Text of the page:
Recent Efforts to Rationalize Energy Cost

In Australia, power production is primarily based on black and brown coal for “base-load supply, transmission and interconnection for flexibility and additional security.” Gas-fired plants provide peak and intermediate demand support to the grid. Marked rises in gas-based supplies have been motivated by technological reasons as well as conscious governmental behaviour.

Newly introduced policy reforms encouraging privatization and competition resulted in the restructuring of the electricity sector and stabilization of prices. Problems still remain in this sector, such as removal or retail price regulation, mechanisms for exploration, production and transportation, etc that requires to be tackled. The Australian Energy Regulator is seized of these problems.

The federal government’s Mandatory Renewable energy Trust (MRET), The NSW Greenhouse Gas Abatement Scheme and The Queensland Gas Scheme have been entrusted with the task of promoting lower-emission technologies to respond to the climate change challenges. Their efforts together with increased public awareness leads a “voluntary market” on Green technologies such as harnessing energy from the sun, wind, water and waste, whereby the renewable energy is purchased by “their energy company on their behalf.”

Facilitating Transformation

It is recognized that, left to economic forces, the choice of fuel will be dictated by cost –benefit aspects than environmental considerations. One of the options to encourage green technologies is to introduce disincentives such as levies on greenhouses gas emissions to offset the cost advantage of emission based options.

Australia’s power sector largely depends on coal, and if mitigation measures are not taken, the greenhouse gas emissions are expected to double by 2050. The climate change impacts will be manifested by way of storm, wind, bushfire damage and increased levels materials degradation, besides other consequences such as water shortage etc.

Implementation of the emission trading scheme will entail making judicious choice of available input resources and processes. This will include making use of coal, gas, uranium, geothermal and solar energy and other renewable resources. The potentials for geo-sequestration and bio-sequestration of carbon dioxide need to be exploited. The steps can go through short-term and long-term measures.

There is only little scope for expanding the storage based hydro power in the country; however in the present context the power produced from these installations will have better value due to its flexibility to support peak demand. This can also give better balancing support to the intermittent supply technologies such as wind and solar. However there is scope to rationalize this sector for more effective operation, particularly those in the snowy mountains and Tasmania.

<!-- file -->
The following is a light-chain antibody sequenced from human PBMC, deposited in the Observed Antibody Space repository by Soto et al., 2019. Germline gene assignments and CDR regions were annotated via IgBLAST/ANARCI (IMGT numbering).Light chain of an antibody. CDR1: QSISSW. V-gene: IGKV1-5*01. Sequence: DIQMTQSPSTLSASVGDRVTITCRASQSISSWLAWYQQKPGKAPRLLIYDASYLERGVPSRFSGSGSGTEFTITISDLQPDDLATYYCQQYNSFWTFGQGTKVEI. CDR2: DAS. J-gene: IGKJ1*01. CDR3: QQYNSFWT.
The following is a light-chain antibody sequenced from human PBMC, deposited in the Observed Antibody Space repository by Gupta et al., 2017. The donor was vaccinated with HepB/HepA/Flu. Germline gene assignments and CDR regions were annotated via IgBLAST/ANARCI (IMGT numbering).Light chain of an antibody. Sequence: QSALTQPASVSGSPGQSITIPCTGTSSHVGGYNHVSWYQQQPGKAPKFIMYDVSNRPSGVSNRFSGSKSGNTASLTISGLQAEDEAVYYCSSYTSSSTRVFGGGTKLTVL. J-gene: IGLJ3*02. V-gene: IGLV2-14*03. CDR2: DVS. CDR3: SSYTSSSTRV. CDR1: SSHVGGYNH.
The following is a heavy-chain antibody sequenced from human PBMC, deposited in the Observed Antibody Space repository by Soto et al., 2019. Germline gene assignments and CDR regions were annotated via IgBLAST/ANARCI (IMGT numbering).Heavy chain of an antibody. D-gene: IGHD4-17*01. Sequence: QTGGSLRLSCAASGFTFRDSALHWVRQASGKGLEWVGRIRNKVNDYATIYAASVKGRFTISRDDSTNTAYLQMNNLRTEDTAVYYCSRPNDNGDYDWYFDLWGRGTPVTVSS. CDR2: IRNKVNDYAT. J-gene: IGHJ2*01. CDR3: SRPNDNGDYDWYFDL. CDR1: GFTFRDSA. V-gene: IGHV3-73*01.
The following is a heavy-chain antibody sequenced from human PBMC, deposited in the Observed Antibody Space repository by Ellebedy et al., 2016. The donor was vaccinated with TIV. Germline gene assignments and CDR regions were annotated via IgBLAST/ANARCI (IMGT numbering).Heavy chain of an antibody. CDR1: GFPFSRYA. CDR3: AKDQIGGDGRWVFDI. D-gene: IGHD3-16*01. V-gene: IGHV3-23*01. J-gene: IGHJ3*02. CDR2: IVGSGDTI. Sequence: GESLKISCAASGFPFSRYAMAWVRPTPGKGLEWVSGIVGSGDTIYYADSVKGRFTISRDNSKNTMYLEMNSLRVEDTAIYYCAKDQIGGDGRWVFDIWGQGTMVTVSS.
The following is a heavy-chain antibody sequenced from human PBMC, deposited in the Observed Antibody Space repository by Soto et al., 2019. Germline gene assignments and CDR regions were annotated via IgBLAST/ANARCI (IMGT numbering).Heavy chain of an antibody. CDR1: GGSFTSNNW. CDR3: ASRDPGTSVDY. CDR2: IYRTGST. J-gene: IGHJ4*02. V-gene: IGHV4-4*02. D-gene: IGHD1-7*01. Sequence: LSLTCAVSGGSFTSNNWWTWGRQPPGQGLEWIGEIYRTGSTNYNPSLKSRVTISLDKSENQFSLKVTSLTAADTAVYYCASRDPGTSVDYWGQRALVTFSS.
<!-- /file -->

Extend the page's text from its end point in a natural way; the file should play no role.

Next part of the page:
Short-Term and Long-Term Measures Required

The transformation should start from 2008. The first phase will last 5 to 10 years, the second will be 10 to 15 years and the third will be beyond 15 years.

The characteristics of the three phases will be:

First Phase:             Adoption of known technologies that result in lower-emission than the present.

Second Phase:        Introduction of new technologies as they emerge, and facilitated by the restructuring of the sector.

Third Phase:          Change over to long-term sustainable, low and zero-emission technologies

Short-term measures will introduce changes in marginal cost structures and asset values. The long-term measures will necessitate research, development and commercialization of more effective emission mitigation processes.

First phase of the emissions trading scheme is expected to start in 2010 with a charge of about $20 per ton (2005 prices) with annual increase of 4 per cent in real terms. This will correspond to indications of Garnaut–Treasury modeling, representing greenhouse gas concentrations at 550 ppm CO2-e. More stringent requirements will mean higher prices after 2013. Higher prices after 2013 will result in tighter global trajectories than that revealed by the 550 scenario. Even with the initial fixed price of the Kyoto period, markets would have developed a “spot and forward price curve for emissions permits” beyond 2012, even considering the initial “fixed price Kyoto period.”